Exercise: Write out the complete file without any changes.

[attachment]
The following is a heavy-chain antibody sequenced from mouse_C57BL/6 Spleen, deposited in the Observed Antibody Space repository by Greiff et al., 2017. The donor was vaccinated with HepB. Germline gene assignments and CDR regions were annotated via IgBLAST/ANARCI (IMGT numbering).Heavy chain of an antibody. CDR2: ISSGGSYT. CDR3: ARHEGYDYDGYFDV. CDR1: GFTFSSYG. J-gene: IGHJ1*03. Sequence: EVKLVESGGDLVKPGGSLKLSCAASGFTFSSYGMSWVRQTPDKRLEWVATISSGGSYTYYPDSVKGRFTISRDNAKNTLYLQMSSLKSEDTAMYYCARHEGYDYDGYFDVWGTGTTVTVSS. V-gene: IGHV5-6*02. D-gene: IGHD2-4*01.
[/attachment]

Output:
The following is a heavy-chain antibody sequenced from mouse_C57BL/6 Spleen, deposited in the Observed Antibody Space repository by Greiff et al., 2017. The donor was vaccinated with HepB. Germline gene assignments and CDR regions were annotated via IgBLAST/ANARCI (IMGT numbering).Heavy chain of an antibody. CDR2: ISSGGSYT. CDR3: ARHEGYDYDGYFDV. CDR1: GFTFSSYG. J-gene: IGHJ1*03. Sequence: EVKLVESGGDLVKPGGSLKLSCAASGFTFSSYGMSWVRQTPDKRLEWVATISSGGSYTYYPDSVKGRFTISRDNAKNTLYLQMSSLKSEDTAMYYCARHEGYDYDGYFDVWGTGTTVTVSS. V-gene: IGHV5-6*02. D-gene: IGHD2-4*01.